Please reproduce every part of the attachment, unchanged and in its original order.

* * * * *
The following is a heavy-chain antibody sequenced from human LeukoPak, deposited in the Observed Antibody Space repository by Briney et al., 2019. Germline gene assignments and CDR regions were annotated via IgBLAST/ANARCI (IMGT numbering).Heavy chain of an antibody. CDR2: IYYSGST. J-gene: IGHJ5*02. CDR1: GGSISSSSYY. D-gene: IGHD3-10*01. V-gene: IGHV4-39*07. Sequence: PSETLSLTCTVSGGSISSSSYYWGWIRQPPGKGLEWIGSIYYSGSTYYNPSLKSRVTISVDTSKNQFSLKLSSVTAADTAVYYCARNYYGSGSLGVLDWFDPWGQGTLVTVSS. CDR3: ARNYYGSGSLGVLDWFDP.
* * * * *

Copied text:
The following is a heavy-chain antibody sequenced from human LeukoPak, deposited in the Observed Antibody Space repository by Briney et al., 2019. Germline gene assignments and CDR regions were annotated via IgBLAST/ANARCI (IMGT numbering).Heavy chain of an antibody. CDR2: IYYSGST. J-gene: IGHJ5*02. CDR1: GGSISSSSYY. D-gene: IGHD3-10*01. V-gene: IGHV4-39*07. Sequence: PSETLSLTCTVSGGSISSSSYYWGWIRQPPGKGLEWIGSIYYSGSTYYNPSLKSRVTISVDTSKNQFSLKLSSVTAADTAVYYCARNYYGSGSLGVLDWFDPWGQGTLVTVSS. CDR3: ARNYYGSGSLGVLDWFDP.